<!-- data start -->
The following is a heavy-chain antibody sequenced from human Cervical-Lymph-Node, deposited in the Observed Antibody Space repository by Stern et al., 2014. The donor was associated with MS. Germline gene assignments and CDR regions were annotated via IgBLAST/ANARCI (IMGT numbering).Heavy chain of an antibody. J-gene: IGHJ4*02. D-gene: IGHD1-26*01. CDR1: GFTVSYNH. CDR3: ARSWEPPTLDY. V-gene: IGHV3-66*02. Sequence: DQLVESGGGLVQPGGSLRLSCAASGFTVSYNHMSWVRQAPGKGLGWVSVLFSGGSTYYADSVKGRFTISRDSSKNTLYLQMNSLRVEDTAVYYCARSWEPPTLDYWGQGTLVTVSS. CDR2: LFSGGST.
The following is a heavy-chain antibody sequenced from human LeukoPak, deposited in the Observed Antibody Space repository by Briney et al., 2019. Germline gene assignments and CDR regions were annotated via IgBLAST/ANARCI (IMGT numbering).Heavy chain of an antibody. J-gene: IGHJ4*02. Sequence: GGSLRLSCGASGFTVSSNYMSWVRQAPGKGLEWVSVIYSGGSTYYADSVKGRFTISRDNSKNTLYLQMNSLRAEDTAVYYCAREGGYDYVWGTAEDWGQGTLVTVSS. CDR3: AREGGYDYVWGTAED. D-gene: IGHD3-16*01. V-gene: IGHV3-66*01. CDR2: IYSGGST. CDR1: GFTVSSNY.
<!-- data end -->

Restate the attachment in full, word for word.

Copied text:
The following is a heavy-chain antibody sequenced from human Cervical-Lymph-Node, deposited in the Observed Antibody Space repository by Stern et al., 2014. The donor was associated with MS. Germline gene assignments and CDR regions were annotated via IgBLAST/ANARCI (IMGT numbering).Heavy chain of an antibody. J-gene: IGHJ4*02. D-gene: IGHD1-26*01. CDR1: GFTVSYNH. CDR3: ARSWEPPTLDY. V-gene: IGHV3-66*02. Sequence: DQLVESGGGLVQPGGSLRLSCAASGFTVSYNHMSWVRQAPGKGLGWVSVLFSGGSTYYADSVKGRFTISRDSSKNTLYLQMNSLRVEDTAVYYCARSWEPPTLDYWGQGTLVTVSS. CDR2: LFSGGST.
The following is a heavy-chain antibody sequenced from human LeukoPak, deposited in the Observed Antibody Space repository by Briney et al., 2019. Germline gene assignments and CDR regions were annotated via IgBLAST/ANARCI (IMGT numbering).Heavy chain of an antibody. J-gene: IGHJ4*02. Sequence: GGSLRLSCGASGFTVSSNYMSWVRQAPGKGLEWVSVIYSGGSTYYADSVKGRFTISRDNSKNTLYLQMNSLRAEDTAVYYCAREGGYDYVWGTAEDWGQGTLVTVSS. CDR3: AREGGYDYVWGTAED. D-gene: IGHD3-16*01. V-gene: IGHV3-66*01. CDR2: IYSGGST. CDR1: GFTVSSNY.